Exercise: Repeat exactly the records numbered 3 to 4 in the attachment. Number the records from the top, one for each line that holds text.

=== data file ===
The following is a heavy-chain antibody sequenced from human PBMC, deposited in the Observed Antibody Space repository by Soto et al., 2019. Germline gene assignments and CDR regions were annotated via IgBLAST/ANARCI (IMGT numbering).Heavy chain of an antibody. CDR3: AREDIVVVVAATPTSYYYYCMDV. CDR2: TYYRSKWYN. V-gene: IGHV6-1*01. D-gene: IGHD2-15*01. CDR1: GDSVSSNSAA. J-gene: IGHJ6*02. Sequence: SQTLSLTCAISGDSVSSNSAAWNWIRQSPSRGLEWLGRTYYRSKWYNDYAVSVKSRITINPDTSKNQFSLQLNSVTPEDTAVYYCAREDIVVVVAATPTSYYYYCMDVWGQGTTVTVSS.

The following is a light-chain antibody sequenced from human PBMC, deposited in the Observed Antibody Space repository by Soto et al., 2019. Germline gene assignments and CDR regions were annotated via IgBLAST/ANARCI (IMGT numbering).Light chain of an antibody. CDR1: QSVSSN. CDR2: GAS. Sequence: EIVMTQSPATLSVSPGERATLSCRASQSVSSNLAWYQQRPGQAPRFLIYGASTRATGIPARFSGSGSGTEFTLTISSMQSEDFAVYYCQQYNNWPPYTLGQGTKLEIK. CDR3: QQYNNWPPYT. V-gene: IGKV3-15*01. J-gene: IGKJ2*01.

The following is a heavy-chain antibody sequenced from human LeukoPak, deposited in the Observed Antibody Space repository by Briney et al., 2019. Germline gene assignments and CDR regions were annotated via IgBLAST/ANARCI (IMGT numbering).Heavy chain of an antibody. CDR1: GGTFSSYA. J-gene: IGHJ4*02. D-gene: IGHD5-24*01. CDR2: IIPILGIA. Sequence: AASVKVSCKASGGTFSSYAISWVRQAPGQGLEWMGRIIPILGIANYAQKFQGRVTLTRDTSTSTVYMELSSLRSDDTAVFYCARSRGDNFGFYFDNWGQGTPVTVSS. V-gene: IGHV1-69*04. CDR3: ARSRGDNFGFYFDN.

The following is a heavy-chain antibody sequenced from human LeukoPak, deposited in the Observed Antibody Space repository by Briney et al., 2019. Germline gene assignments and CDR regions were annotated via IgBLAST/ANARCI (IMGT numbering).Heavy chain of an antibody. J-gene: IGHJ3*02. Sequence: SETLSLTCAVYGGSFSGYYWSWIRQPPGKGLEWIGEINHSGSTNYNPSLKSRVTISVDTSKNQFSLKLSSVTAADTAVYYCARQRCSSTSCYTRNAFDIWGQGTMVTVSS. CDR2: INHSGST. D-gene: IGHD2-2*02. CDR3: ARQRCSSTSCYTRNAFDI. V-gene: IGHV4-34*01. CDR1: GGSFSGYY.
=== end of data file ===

The following is a heavy-chain antibody sequenced from human LeukoPak, deposited in the Observed Antibody Space repository by Briney et al., 2019. Germline gene assignments and CDR regions were annotated via IgBLAST/ANARCI (IMGT numbering).Heavy chain of an antibody. CDR1: GGTFSSYA. J-gene: IGHJ4*02. D-gene: IGHD5-24*01. CDR2: IIPILGIA. Sequence: AASVKVSCKASGGTFSSYAISWVRQAPGQGLEWMGRIIPILGIANYAQKFQGRVTLTRDTSTSTVYMELSSLRSDDTAVFYCARSRGDNFGFYFDNWGQGTPVTVSS. V-gene: IGHV1-69*04. CDR3: ARSRGDNFGFYFDN.

The following is a heavy-chain antibody sequenced from human LeukoPak, deposited in the Observed Antibody Space repository by Briney et al., 2019. Germline gene assignments and CDR regions were annotated via IgBLAST/ANARCI (IMGT numbering).Heavy chain of an antibody. J-gene: IGHJ3*02. Sequence: SETLSLTCAVYGGSFSGYYWSWIRQPPGKGLEWIGEINHSGSTNYNPSLKSRVTISVDTSKNQFSLKLSSVTAADTAVYYCARQRCSSTSCYTRNAFDIWGQGTMVTVSS. CDR2: INHSGST. D-gene: IGHD2-2*02. CDR3: ARQRCSSTSCYTRNAFDI. V-gene: IGHV4-34*01. CDR1: GGSFSGYY.